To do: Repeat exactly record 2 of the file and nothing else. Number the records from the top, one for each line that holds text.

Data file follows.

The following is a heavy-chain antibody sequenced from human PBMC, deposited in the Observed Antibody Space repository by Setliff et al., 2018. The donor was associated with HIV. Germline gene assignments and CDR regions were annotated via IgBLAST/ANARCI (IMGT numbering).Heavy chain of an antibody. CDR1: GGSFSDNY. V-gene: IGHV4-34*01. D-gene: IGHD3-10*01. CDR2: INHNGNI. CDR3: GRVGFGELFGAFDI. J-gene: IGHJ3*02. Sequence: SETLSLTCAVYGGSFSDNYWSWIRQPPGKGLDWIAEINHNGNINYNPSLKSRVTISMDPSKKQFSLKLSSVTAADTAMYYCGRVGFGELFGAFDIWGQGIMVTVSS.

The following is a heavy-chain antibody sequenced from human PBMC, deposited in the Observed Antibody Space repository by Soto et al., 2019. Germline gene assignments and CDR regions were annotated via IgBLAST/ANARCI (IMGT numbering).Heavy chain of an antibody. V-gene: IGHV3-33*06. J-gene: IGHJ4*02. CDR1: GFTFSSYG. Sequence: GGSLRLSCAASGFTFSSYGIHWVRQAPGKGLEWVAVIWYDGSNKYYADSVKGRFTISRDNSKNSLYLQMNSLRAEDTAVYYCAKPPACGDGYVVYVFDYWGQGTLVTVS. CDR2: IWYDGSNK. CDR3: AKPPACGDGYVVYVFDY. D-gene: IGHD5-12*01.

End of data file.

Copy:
The following is a heavy-chain antibody sequenced from human PBMC, deposited in the Observed Antibody Space repository by Soto et al., 2019. Germline gene assignments and CDR regions were annotated via IgBLAST/ANARCI (IMGT numbering).Heavy chain of an antibody. V-gene: IGHV3-33*06. J-gene: IGHJ4*02. CDR1: GFTFSSYG. Sequence: GGSLRLSCAASGFTFSSYGIHWVRQAPGKGLEWVAVIWYDGSNKYYADSVKGRFTISRDNSKNSLYLQMNSLRAEDTAVYYCAKPPACGDGYVVYVFDYWGQGTLVTVS. CDR2: IWYDGSNK. CDR3: AKPPACGDGYVVYVFDY. D-gene: IGHD5-12*01.